Handbook of Research on Competitive Strategy
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Handbook of Research on Competitive Strategy

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Edited by Giovanni Battista Dagnino

The Handbook of Research on Competitive Strategy presents a comprehensive state-of-the-art picture of current strategic management issues and demarcates the major investigation strands that are likely to shape the field into the future.
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Chapter 4: Theory of Science Perspectives on Strategic Management Research: Debates and a Novel View

Nicolai J. Foss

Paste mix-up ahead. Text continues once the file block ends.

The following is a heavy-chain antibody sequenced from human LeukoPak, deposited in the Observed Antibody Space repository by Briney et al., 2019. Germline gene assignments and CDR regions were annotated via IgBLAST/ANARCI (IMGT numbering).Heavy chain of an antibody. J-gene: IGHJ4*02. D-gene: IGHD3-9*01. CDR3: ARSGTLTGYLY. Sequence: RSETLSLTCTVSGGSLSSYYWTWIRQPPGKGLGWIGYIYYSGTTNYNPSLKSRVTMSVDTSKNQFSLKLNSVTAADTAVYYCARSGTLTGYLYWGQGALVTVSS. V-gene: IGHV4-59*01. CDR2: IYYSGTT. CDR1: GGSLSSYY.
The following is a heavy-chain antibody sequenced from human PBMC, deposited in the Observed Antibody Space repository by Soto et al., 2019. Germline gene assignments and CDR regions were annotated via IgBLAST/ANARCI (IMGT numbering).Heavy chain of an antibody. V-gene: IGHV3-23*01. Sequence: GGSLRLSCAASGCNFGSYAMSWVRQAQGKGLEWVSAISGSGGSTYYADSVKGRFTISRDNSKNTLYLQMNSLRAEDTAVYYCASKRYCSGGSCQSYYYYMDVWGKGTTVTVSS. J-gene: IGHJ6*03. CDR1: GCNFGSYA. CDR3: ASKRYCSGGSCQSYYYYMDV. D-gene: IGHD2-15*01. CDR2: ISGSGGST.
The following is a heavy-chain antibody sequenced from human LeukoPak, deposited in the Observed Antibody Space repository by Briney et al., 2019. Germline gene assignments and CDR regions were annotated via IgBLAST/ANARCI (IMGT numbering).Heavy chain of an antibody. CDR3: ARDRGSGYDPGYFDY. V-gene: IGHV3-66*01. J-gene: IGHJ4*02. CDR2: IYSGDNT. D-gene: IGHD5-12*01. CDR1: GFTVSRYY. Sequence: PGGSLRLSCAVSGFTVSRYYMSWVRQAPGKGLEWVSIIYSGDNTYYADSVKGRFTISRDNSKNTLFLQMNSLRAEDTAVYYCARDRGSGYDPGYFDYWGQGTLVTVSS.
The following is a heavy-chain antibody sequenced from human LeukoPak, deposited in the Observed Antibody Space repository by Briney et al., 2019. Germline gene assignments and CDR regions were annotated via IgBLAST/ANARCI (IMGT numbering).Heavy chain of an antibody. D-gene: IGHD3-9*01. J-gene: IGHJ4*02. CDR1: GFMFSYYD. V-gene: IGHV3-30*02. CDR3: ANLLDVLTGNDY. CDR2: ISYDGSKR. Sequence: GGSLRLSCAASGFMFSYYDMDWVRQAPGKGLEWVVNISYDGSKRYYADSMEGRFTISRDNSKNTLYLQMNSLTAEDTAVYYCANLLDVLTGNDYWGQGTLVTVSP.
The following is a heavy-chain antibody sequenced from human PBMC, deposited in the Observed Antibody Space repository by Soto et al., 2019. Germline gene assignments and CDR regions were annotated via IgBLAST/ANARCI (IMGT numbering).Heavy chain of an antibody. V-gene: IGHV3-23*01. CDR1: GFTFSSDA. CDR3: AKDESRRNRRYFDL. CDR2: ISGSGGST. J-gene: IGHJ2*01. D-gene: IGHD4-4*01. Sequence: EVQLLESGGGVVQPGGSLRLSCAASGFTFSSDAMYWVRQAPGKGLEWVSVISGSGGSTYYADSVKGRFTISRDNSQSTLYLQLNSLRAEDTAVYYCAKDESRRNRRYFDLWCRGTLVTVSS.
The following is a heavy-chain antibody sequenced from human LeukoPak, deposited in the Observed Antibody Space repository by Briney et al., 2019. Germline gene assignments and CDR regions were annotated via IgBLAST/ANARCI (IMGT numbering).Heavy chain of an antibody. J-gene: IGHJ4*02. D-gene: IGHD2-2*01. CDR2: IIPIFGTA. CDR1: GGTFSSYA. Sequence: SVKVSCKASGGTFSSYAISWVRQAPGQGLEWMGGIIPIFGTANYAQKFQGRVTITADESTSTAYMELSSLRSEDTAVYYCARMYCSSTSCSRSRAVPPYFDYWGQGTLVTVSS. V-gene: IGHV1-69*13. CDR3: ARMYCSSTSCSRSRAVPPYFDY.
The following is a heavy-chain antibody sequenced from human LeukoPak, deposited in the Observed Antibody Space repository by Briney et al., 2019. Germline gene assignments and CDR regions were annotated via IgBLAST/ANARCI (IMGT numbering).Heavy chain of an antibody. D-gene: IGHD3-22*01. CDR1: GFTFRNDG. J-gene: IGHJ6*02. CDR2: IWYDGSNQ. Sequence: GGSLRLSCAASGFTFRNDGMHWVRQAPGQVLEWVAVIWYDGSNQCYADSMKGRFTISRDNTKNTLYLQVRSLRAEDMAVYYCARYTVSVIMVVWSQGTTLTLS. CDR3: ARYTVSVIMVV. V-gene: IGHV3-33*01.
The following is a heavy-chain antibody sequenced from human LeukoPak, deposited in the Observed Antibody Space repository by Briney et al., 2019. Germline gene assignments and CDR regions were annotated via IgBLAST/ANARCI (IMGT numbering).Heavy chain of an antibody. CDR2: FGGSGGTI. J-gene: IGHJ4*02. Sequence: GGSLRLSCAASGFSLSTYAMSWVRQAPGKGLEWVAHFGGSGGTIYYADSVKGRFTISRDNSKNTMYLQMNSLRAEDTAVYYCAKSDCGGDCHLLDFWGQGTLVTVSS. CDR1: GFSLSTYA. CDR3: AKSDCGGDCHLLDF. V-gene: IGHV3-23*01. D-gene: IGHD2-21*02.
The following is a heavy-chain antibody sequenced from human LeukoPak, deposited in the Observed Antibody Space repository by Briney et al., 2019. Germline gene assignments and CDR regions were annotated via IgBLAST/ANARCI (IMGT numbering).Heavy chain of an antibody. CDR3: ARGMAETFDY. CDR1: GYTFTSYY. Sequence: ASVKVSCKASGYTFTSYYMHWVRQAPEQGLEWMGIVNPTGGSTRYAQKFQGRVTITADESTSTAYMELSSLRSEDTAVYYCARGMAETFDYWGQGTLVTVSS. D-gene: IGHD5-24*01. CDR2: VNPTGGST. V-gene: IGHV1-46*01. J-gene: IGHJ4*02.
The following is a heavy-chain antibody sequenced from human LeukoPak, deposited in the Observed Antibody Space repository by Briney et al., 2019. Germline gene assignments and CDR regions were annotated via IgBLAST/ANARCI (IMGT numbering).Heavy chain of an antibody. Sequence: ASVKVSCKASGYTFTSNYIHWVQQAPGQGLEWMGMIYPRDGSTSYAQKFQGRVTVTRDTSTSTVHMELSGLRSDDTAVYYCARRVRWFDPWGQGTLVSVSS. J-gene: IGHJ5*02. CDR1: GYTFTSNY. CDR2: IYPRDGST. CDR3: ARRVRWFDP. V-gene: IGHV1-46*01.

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Nicolai J. Foss1 INTRODUCTION Strategic management researchers are, as a rule, practically oriented folks who typically do not have much patience with lofty debates in the theory of science. Say the word ‘ontology’ and you will have eyes rolling in the audience (yes, I have tried it!). Still, treating strategic management in a theory of science perspective actually goes back at least to Bowman (1974), and quite a number of papers on essentially philosophical issues in strategic management have been published in top journals, notably the Strategic Management Journal, over the last two decades. Quite often – in fact, usually – these contributions mirror and apply established arguments in the theory of science literature, for example work on the growth of knowledge (Camerer, 1985; Balakrishnan et al., 1989), constructivism versus realism (Smircich and Stubbard, 1985), the role of unobservables (Godfrey and Hill, 1995), the rhetorical practice of strategic management scholars (Mahoney, 1993), so-called ‘critical theory’ (Knights and Morgan, 1991; Alvesson and Willmott, 1995), and even ‘deconstruction’ (Whipp, 1996). Moreover, strategic management scholars are sometimes called ‘implicit theorists of science’. For example, they are intensely occupied with theoretical change in their field and with the reasons for such change (Hoskisson et al., 1999), essentially methodological undertakings. In fact, the purpose of the highly influential bi-annual special issues of the Strategic Management Journal is not only to take stock of existing developments, but more importantly to signal major changes in the field. Scholars actively debate those changes, and often do so in what is...

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